In the real world, the ups and downs of supply and demand has an effect on the prices, playing a very important role in this process. We, however, have managed it here without any money to make the it work. This means that money is not really needed for the economical process. It's just an intermediate.

With the five sliders, the following parameters can be adjusted :
- How quickly the goods are consumed by the households.
- The storage capacity of the cellar.
- How many goods the dealer can carry.
- After how many successful days the dealer gets support.
- After how many unsuccessful days the dealer gives up.

If this reminds you of the story of the rabbit in the meadow (see "Predator-Prey Relationship") - this is neither accidental nor coincidental. I have just reworked the rabbit-program a bit.


Following the model of "Daisy World" by James Lovelock and Andrew Watson (1983), I have written a simplistic program about the potential impact of the flora on the climate.

It's about a distant planet, with daisies as the only life form. They thrive in heat - the hotter the better - but fold at frost. The sun shines with a uniform intensity warming up the planet's surface. Since the daisies are white, they reflect the sunlight back into space. Where they grow, it becomes therefore colder. There is however a compensating heat flow between differently warm areas of the ground.

The flowers are represented by white dots, the buds from which they blossom as small green points. Warm areas are colored red and cold ones purple.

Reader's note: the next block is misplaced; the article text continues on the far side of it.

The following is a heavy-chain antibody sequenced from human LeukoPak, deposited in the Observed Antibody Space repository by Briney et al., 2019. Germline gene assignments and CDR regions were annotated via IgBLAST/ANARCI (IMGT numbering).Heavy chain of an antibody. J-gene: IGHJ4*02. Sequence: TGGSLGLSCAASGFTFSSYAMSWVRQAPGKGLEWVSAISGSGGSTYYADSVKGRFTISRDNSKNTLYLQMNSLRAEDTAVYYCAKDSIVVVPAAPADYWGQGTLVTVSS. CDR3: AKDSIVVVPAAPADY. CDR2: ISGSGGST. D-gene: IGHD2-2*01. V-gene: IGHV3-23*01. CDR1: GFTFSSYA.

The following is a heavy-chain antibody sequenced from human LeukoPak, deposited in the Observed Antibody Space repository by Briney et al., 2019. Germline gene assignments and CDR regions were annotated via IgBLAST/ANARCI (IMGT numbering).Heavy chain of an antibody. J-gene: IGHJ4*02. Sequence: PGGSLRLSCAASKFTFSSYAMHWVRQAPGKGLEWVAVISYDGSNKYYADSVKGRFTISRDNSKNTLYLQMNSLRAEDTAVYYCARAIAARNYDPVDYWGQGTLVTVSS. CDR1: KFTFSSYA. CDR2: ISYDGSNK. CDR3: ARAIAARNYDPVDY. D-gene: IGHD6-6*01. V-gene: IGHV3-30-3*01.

On the sliders, it can be set - how sensitive to cold the flowers are - at which temperatures buds come out - how much time the buds need to blossom out.


Here, an influenza outbreak shall be simulated with a Cellular Automaton.

The playing board is initially white, which means full of healthy people. When you press the Start button, one or more fields are "infected" (colored red). Then, one of the four directly neighbouring fields is selected. If this one is red, the field gets also infected, if the other field is white (or blue), nothing happens.

After some time, he disease ends, and the convalescent is now immune for some time. The degree of immune protection is indicated by the intensity of blue staining. Unfortunately, the immunity will end after some time and the field will turn white again.

With the sliders, it can be adjusted - the probability of being infected when meeting an infected person.
- the duration of the disease in days (number of moves)
- The duration of the immunity.

The dynamics of an epidemic depends to a large extent on these three parameters.

It is particularly interesting that the same pattern can also be observed in completely different systems, for example in chemical reactions (Belussov-Zabotinsky reaction) or during signal transmission between slime molds (Dictyostelium discoideum).


This is the same program as above but it starts from different initial distributions. The upper and the lower side, such as the left and the right edge are linked again.

It turns out that there are certain stable waveforms.


In this game, the flu epidemic will be shown with the help of balls.

First, a number of healthy people move as a white ball across the playing field. When the button "Infection" is clicked, one ball is colored red. If it collides now with a white one, the white ball will also turn red - it has been infected.

After a while, the sick person gets well again and is immune for some time. This is marked with a blue color. Unfortunately, the immune protection disappears and the ball/person can be infected again.

The duration of illness and immunity can be adjusted with the sliders. A "day" takes here a quarter of a second.